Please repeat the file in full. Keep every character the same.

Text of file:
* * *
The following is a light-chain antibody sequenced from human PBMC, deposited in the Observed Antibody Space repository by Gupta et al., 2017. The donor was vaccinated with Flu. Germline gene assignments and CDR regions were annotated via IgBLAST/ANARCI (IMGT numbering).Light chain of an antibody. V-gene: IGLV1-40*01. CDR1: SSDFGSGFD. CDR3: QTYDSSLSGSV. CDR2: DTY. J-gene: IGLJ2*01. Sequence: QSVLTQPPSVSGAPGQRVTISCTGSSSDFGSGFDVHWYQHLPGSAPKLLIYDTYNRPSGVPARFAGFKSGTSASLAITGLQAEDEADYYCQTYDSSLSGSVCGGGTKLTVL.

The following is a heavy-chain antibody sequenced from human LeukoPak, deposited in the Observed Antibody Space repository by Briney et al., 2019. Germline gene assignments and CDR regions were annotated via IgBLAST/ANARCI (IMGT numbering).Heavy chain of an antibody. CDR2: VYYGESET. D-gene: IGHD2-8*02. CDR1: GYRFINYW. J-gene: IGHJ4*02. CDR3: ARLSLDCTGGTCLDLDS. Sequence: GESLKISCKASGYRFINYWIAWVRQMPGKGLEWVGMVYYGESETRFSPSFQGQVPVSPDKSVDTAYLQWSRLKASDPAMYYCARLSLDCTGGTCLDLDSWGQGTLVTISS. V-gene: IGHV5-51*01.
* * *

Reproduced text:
The following is a light-chain antibody sequenced from human PBMC, deposited in the Observed Antibody Space repository by Gupta et al., 2017. The donor was vaccinated with Flu. Germline gene assignments and CDR regions were annotated via IgBLAST/ANARCI (IMGT numbering).Light chain of an antibody. V-gene: IGLV1-40*01. CDR1: SSDFGSGFD. CDR3: QTYDSSLSGSV. CDR2: DTY. J-gene: IGLJ2*01. Sequence: QSVLTQPPSVSGAPGQRVTISCTGSSSDFGSGFDVHWYQHLPGSAPKLLIYDTYNRPSGVPARFAGFKSGTSASLAITGLQAEDEADYYCQTYDSSLSGSVCGGGTKLTVL.

The following is a heavy-chain antibody sequenced from human LeukoPak, deposited in the Observed Antibody Space repository by Briney et al., 2019. Germline gene assignments and CDR regions were annotated via IgBLAST/ANARCI (IMGT numbering).Heavy chain of an antibody. CDR2: VYYGESET. D-gene: IGHD2-8*02. CDR1: GYRFINYW. J-gene: IGHJ4*02. CDR3: ARLSLDCTGGTCLDLDS. Sequence: GESLKISCKASGYRFINYWIAWVRQMPGKGLEWVGMVYYGESETRFSPSFQGQVPVSPDKSVDTAYLQWSRLKASDPAMYYCARLSLDCTGGTCLDLDSWGQGTLVTISS. V-gene: IGHV5-51*01.